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Trade continued during the Covid-19 pandemic – John Bosco Kalisa



Our Reporter.

Over the years, South Sudan has been a major destination for Uganda’s formal and informal exports.

According to a March 2020 Ministry of Finance Performance of the Economy report, Uganda in February 2020 alone had a USD 54.9 million (about UGX 199.6 billion) Trade surplus with the rest of the East African Community (EAC) with South Sudan being the second biggest contributor to this performance.

“On a country specific level, Uganda traded at surplus with all East African Partner States except for Tanzania. Kenya remained the biggest destination of Uganda’s exports. South Sudan was the second largest destination of Uganda’s exports in February 2020,” the report noted.  

It all looked good until the Covid-19 pandemic forced governments to close their borders, put in place stringent movement restrictions and curfews. 

Even though formal trade was allowed to continue, these lockdowns massively affected women traders who make up to 70 per cent of informal trade at Elegu-Nimule border.

In this exclusive interview, John Bosco Kalisa, the country representative of TradeMark East Africa in South Sudan decodes the highlights and challenges of the year 2020.  

How was the year 2020?

John Bosco Kalisa: I thank you for this initiative, a very noble initiative in the sense that the 2020 year was a challenging year due to the impact of Covid-19. But we are glad that we managed to navigate through these difficult circumstances and through our trade facilitation initiative, we are looking for a solid, positive recovery, having done quite substantive work around the border, supporting the trade facilitation infrastructure, as well as supporting the women who have been heavily affected by Covid-19. So I am happy that we are on the right track despite the challenges we experienced in the 2020.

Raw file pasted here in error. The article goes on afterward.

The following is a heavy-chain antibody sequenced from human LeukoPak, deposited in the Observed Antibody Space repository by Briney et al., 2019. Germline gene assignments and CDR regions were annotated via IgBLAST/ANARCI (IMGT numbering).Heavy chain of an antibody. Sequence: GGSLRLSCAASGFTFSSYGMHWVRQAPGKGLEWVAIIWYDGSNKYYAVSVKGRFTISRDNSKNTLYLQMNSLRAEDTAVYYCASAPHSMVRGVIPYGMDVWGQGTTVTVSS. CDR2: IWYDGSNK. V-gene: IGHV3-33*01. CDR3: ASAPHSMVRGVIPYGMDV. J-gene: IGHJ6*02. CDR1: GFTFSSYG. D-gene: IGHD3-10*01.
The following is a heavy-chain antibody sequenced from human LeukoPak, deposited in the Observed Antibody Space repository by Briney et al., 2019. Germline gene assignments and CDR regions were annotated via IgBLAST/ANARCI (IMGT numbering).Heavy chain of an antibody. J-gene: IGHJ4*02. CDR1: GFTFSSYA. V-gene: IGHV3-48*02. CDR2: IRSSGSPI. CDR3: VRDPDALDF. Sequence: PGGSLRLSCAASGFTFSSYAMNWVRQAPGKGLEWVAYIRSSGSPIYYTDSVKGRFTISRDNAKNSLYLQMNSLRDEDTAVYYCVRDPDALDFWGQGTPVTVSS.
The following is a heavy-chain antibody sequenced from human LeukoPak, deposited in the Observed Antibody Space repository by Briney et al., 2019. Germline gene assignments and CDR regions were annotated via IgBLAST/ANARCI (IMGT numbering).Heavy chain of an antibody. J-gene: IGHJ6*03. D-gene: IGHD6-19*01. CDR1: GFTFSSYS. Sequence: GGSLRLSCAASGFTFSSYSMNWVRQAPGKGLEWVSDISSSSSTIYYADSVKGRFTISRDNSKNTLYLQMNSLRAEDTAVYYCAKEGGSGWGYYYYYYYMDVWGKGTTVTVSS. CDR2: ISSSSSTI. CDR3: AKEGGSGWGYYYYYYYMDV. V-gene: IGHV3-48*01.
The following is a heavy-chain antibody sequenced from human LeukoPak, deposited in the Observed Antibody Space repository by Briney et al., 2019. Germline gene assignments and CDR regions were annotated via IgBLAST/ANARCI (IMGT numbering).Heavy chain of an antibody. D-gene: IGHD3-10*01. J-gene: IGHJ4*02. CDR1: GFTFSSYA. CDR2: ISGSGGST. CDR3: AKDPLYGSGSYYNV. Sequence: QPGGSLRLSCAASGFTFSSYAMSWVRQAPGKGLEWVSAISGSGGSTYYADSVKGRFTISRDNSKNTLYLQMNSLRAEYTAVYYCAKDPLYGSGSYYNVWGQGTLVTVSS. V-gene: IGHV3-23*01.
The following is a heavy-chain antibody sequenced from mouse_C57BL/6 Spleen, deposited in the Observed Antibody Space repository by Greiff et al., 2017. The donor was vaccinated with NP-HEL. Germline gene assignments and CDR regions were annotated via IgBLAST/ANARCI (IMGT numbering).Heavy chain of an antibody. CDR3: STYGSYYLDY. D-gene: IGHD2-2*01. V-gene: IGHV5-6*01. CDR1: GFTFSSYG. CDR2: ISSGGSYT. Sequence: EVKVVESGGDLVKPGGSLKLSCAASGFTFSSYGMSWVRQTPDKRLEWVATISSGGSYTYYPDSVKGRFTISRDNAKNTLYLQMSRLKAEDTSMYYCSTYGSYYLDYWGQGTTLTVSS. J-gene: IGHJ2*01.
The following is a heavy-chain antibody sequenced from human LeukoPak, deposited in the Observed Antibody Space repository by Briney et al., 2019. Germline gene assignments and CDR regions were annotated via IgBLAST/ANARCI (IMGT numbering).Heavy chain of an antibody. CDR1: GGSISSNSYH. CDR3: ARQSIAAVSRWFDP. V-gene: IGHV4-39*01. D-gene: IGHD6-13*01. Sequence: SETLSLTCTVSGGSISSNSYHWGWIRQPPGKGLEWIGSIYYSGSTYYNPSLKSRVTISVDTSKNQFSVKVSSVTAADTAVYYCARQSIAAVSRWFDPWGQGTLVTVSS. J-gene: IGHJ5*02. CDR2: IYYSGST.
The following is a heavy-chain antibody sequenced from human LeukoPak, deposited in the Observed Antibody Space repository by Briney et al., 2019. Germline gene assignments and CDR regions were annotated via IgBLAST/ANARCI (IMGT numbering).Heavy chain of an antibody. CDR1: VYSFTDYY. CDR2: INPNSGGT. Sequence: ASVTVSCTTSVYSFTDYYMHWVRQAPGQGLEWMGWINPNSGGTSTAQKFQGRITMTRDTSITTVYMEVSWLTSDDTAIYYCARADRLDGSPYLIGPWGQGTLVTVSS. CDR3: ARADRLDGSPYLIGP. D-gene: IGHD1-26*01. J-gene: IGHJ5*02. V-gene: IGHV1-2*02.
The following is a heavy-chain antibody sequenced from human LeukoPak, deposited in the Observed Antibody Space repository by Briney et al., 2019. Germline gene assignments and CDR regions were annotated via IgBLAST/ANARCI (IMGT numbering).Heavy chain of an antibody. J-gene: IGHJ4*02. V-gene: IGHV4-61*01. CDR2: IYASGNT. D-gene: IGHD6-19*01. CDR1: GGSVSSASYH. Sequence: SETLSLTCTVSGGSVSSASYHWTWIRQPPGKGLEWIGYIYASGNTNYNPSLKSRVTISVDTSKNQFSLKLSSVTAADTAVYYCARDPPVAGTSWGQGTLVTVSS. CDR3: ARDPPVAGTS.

What were the Trade Facilitation highlights for 2020?

John Bosco Kalisa:  There were a number of highlights in 2020. As I stated, this has been an unprecedented time due to the Covid-19 pandemic, but the key highlight from the TradeMark South Sudan program is that we managed to complete and handover the USD 5 million Nimule one stop border post (OSBP) funded by United Kingdom’s Foreign, Commonwealth and Development Office through TradeMark East Africa. It is such a big achievement given that it anchors the trade facilitation initiative as it is able to reduce a number of barriers that were hindering the movement of goods and services along the Nimule border.

The second important achievement has been the support South Sudan program. We continue to support South Sudan to engage in to the East African Community (EAC).  Given that now South Sudan is a new member of EAC, there are a lot of trade policy initiatives that are on-going and those trade initiatives are being supported heavily by TradeMark East Africa.

The third important achievement is our support in terms of private sector advocacy, where we have built and strengthened the capacity of the private sector in South Sudan and they are actively engaged in the East African Business Council (EABC). They are working with their counterparts in the region.

Another aspect which is very critical is the standards harmonization. These are ​​​​​​​​​​​​​​​​​​​​sanitary and phytosanitary (SPS) measures, given that South Sudan depends heavily on imported food. So these measures are very critical in terms of health and safety of human beings. This has also been a very critical and important achievement by Trademark in South Sudan.  

Another important milestone that we achieved in 2020 is our support to the women traders. You know that Covid-19 has heavily affected the women, especially the informal cross-border women. I would like to thank the board and council of TradeMark EA for the continued support to the South Sudan women to ensure that they are able to recover from the effects of Covid-19 by supporting them in terms of having the necessary tools and equipment that helped them to continue to trade across the board.

You witnessed that there was a launch, which we did with AMREF. AMREF is doing a commendable job in terms of sensitising and raising awareness for women to ensure that they are able to social distance while trading. The women of South Sudan have really applauded this initiative. We are also planning to organize the women to have safe cross border markets at Nimule under the Safe Trade Zones Protocols. It is an on-going initiative and we thank our donors, especially EU-IGAD, which is supporting that initiative.